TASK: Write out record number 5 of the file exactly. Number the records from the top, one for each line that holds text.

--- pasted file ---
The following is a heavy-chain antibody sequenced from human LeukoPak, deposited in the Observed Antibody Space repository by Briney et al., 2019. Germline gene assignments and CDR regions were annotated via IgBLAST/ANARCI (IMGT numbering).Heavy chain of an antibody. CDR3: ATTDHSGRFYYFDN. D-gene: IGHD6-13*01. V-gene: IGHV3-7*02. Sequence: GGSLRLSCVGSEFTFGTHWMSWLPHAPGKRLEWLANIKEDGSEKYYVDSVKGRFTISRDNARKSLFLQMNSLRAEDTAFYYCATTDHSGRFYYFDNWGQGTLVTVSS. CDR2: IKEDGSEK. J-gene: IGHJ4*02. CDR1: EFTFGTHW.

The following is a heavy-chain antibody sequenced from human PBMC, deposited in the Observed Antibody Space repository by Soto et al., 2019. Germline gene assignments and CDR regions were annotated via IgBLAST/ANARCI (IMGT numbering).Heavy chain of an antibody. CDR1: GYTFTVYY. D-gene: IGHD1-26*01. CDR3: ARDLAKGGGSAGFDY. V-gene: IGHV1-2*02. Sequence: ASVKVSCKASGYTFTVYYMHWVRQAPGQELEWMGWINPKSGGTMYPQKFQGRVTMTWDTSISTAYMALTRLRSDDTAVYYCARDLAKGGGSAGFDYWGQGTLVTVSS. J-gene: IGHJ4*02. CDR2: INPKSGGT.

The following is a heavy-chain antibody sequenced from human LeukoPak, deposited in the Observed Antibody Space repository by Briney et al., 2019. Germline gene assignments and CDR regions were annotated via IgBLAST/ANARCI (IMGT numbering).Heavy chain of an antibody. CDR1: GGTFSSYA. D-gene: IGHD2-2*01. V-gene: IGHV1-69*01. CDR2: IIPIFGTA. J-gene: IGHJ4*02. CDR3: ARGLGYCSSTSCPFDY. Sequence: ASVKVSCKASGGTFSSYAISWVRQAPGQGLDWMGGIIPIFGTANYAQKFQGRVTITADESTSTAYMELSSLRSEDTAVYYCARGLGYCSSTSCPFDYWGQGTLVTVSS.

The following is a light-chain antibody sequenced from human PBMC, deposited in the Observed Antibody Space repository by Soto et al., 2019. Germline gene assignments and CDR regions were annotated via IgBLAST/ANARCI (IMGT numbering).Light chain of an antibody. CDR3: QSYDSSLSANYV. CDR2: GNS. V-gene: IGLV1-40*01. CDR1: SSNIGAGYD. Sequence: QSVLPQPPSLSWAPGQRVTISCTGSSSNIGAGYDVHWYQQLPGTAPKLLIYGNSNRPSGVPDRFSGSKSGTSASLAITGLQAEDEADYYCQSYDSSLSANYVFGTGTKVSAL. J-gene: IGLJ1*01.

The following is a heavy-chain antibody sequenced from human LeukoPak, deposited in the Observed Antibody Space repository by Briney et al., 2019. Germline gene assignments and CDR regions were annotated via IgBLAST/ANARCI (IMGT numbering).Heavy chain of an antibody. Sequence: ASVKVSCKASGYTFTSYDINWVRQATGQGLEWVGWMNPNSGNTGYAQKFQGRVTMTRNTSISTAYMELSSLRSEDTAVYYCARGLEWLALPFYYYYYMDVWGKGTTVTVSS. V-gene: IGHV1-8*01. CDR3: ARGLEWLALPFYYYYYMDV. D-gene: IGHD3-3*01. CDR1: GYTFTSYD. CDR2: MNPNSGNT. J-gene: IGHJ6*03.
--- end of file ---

The following is a heavy-chain antibody sequenced from human LeukoPak, deposited in the Observed Antibody Space repository by Briney et al., 2019. Germline gene assignments and CDR regions were annotated via IgBLAST/ANARCI (IMGT numbering).Heavy chain of an antibody. Sequence: ASVKVSCKASGYTFTSYDINWVRQATGQGLEWVGWMNPNSGNTGYAQKFQGRVTMTRNTSISTAYMELSSLRSEDTAVYYCARGLEWLALPFYYYYYMDVWGKGTTVTVSS. V-gene: IGHV1-8*01. CDR3: ARGLEWLALPFYYYYYMDV. D-gene: IGHD3-3*01. CDR1: GYTFTSYD. CDR2: MNPNSGNT. J-gene: IGHJ6*03.